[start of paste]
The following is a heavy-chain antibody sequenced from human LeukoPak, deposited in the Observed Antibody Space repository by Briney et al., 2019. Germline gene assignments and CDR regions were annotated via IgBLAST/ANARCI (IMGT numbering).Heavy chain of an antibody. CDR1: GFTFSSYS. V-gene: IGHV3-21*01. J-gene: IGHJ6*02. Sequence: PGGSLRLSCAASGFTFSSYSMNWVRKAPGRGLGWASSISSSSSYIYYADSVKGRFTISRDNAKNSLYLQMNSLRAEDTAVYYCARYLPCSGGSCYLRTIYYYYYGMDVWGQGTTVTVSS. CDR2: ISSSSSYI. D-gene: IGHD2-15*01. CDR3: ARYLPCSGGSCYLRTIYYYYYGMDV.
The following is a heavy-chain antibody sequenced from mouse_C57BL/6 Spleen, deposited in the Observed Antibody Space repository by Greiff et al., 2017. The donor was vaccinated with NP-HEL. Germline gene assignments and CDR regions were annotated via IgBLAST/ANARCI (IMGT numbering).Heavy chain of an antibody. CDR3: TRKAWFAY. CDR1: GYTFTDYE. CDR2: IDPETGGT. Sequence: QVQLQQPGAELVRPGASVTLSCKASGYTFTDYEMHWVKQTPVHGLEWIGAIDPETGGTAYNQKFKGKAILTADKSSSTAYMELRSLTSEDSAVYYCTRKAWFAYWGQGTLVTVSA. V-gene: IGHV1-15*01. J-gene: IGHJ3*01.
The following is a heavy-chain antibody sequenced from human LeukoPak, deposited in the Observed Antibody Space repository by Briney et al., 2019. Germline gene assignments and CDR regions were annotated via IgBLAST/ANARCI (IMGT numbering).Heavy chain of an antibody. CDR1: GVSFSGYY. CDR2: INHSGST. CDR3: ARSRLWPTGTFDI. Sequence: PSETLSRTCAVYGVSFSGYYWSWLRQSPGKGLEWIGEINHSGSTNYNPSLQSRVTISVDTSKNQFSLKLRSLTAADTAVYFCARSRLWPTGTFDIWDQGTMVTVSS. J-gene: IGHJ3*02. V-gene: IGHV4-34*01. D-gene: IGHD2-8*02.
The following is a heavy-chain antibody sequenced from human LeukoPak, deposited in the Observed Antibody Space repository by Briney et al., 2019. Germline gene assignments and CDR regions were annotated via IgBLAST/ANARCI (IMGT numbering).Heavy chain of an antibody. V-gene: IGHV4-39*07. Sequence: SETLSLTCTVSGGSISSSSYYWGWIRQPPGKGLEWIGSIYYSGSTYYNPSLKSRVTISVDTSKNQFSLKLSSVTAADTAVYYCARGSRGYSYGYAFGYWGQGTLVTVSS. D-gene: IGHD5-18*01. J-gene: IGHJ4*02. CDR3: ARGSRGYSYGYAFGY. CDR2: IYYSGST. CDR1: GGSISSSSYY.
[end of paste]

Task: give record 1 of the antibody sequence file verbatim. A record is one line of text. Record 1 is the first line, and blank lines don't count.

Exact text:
The following is a heavy-chain antibody sequenced from human LeukoPak, deposited in the Observed Antibody Space repository by Briney et al., 2019. Germline gene assignments and CDR regions were annotated via IgBLAST/ANARCI (IMGT numbering).Heavy chain of an antibody. CDR1: GFTFSSYS. V-gene: IGHV3-21*01. J-gene: IGHJ6*02. Sequence: PGGSLRLSCAASGFTFSSYSMNWVRKAPGRGLGWASSISSSSSYIYYADSVKGRFTISRDNAKNSLYLQMNSLRAEDTAVYYCARYLPCSGGSCYLRTIYYYYYGMDVWGQGTTVTVSS. CDR2: ISSSSSYI. D-gene: IGHD2-15*01. CDR3: ARYLPCSGGSCYLRTIYYYYYGMDV.